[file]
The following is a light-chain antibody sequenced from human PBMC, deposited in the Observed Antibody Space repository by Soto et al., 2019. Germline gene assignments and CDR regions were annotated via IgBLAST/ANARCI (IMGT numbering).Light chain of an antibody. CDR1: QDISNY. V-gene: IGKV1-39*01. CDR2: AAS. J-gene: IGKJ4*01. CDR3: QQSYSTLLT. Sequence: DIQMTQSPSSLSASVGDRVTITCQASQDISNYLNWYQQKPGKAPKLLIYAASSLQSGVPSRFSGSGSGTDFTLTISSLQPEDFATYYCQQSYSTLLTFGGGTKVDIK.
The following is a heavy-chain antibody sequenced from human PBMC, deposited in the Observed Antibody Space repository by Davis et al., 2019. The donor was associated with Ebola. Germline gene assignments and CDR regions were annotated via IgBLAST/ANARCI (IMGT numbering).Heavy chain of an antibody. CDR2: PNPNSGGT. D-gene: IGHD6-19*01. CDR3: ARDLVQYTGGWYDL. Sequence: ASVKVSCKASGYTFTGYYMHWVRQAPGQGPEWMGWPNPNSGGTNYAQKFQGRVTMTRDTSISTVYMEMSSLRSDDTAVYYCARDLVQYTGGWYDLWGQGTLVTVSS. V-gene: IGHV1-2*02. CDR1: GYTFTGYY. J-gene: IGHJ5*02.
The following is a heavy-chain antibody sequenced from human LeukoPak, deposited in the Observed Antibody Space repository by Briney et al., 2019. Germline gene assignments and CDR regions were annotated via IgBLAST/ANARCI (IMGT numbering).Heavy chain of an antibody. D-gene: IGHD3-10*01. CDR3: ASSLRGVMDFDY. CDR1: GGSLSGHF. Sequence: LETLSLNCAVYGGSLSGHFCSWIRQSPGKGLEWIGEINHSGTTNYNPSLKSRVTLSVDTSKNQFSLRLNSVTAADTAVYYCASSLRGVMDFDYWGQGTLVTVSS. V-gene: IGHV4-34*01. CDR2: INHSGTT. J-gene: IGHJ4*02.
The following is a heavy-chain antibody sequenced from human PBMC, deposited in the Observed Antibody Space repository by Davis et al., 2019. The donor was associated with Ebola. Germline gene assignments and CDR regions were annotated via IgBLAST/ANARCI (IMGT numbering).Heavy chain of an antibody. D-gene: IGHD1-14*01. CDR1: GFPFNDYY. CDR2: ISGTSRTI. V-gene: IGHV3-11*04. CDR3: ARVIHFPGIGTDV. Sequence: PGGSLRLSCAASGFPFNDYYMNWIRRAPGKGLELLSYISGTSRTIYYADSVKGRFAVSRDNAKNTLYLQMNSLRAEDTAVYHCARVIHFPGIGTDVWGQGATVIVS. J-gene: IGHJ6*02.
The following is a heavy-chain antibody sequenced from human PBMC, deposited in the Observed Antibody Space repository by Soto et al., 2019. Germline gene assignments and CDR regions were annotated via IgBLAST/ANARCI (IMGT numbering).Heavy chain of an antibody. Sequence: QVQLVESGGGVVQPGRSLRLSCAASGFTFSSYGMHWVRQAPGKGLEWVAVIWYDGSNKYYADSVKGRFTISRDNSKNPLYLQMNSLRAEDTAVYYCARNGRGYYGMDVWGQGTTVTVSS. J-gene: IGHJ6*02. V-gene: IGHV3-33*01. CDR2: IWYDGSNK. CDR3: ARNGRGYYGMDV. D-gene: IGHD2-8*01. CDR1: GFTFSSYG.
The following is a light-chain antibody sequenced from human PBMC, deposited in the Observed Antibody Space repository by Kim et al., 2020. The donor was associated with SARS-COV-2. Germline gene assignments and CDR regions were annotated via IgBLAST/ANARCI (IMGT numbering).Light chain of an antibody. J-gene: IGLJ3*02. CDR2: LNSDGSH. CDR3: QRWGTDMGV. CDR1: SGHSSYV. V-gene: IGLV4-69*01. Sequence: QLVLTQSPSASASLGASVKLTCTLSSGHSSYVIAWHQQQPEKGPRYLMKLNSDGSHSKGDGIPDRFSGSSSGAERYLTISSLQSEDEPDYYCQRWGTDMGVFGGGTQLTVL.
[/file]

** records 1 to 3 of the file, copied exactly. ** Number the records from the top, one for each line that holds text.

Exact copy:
The following is a light-chain antibody sequenced from human PBMC, deposited in the Observed Antibody Space repository by Soto et al., 2019. Germline gene assignments and CDR regions were annotated via IgBLAST/ANARCI (IMGT numbering).Light chain of an antibody. CDR1: QDISNY. V-gene: IGKV1-39*01. CDR2: AAS. J-gene: IGKJ4*01. CDR3: QQSYSTLLT. Sequence: DIQMTQSPSSLSASVGDRVTITCQASQDISNYLNWYQQKPGKAPKLLIYAASSLQSGVPSRFSGSGSGTDFTLTISSLQPEDFATYYCQQSYSTLLTFGGGTKVDIK.
The following is a heavy-chain antibody sequenced from human PBMC, deposited in the Observed Antibody Space repository by Davis et al., 2019. The donor was associated with Ebola. Germline gene assignments and CDR regions were annotated via IgBLAST/ANARCI (IMGT numbering).Heavy chain of an antibody. CDR2: PNPNSGGT. D-gene: IGHD6-19*01. CDR3: ARDLVQYTGGWYDL. Sequence: ASVKVSCKASGYTFTGYYMHWVRQAPGQGPEWMGWPNPNSGGTNYAQKFQGRVTMTRDTSISTVYMEMSSLRSDDTAVYYCARDLVQYTGGWYDLWGQGTLVTVSS. V-gene: IGHV1-2*02. CDR1: GYTFTGYY. J-gene: IGHJ5*02.
The following is a heavy-chain antibody sequenced from human LeukoPak, deposited in the Observed Antibody Space repository by Briney et al., 2019. Germline gene assignments and CDR regions were annotated via IgBLAST/ANARCI (IMGT numbering).Heavy chain of an antibody. D-gene: IGHD3-10*01. CDR3: ASSLRGVMDFDY. CDR1: GGSLSGHF. Sequence: LETLSLNCAVYGGSLSGHFCSWIRQSPGKGLEWIGEINHSGTTNYNPSLKSRVTLSVDTSKNQFSLRLNSVTAADTAVYYCASSLRGVMDFDYWGQGTLVTVSS. V-gene: IGHV4-34*01. CDR2: INHSGTT. J-gene: IGHJ4*02.